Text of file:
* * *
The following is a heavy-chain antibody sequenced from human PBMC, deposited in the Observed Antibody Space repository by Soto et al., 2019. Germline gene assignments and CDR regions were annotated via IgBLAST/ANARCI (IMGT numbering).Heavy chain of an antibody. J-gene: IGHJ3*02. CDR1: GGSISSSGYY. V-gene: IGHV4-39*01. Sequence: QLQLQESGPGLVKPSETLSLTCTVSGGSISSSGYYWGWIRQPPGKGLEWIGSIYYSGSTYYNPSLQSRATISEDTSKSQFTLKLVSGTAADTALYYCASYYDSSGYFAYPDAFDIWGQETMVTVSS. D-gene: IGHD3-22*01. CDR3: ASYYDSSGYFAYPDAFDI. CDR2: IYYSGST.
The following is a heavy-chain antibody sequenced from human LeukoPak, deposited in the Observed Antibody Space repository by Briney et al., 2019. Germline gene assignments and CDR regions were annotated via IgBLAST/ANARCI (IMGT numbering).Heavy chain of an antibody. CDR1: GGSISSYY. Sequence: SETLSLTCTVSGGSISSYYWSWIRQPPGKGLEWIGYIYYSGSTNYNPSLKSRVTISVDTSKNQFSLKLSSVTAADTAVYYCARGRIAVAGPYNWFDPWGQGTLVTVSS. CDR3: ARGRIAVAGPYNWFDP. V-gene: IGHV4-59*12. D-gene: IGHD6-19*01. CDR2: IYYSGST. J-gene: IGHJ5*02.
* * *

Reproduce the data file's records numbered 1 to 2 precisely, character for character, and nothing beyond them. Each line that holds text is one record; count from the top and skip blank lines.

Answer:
The following is a heavy-chain antibody sequenced from human PBMC, deposited in the Observed Antibody Space repository by Soto et al., 2019. Germline gene assignments and CDR regions were annotated via IgBLAST/ANARCI (IMGT numbering).Heavy chain of an antibody. J-gene: IGHJ3*02. CDR1: GGSISSSGYY. V-gene: IGHV4-39*01. Sequence: QLQLQESGPGLVKPSETLSLTCTVSGGSISSSGYYWGWIRQPPGKGLEWIGSIYYSGSTYYNPSLQSRATISEDTSKSQFTLKLVSGTAADTALYYCASYYDSSGYFAYPDAFDIWGQETMVTVSS. D-gene: IGHD3-22*01. CDR3: ASYYDSSGYFAYPDAFDI. CDR2: IYYSGST.
The following is a heavy-chain antibody sequenced from human LeukoPak, deposited in the Observed Antibody Space repository by Briney et al., 2019. Germline gene assignments and CDR regions were annotated via IgBLAST/ANARCI (IMGT numbering).Heavy chain of an antibody. CDR1: GGSISSYY. Sequence: SETLSLTCTVSGGSISSYYWSWIRQPPGKGLEWIGYIYYSGSTNYNPSLKSRVTISVDTSKNQFSLKLSSVTAADTAVYYCARGRIAVAGPYNWFDPWGQGTLVTVSS. CDR3: ARGRIAVAGPYNWFDP. V-gene: IGHV4-59*12. D-gene: IGHD6-19*01. CDR2: IYYSGST. J-gene: IGHJ5*02.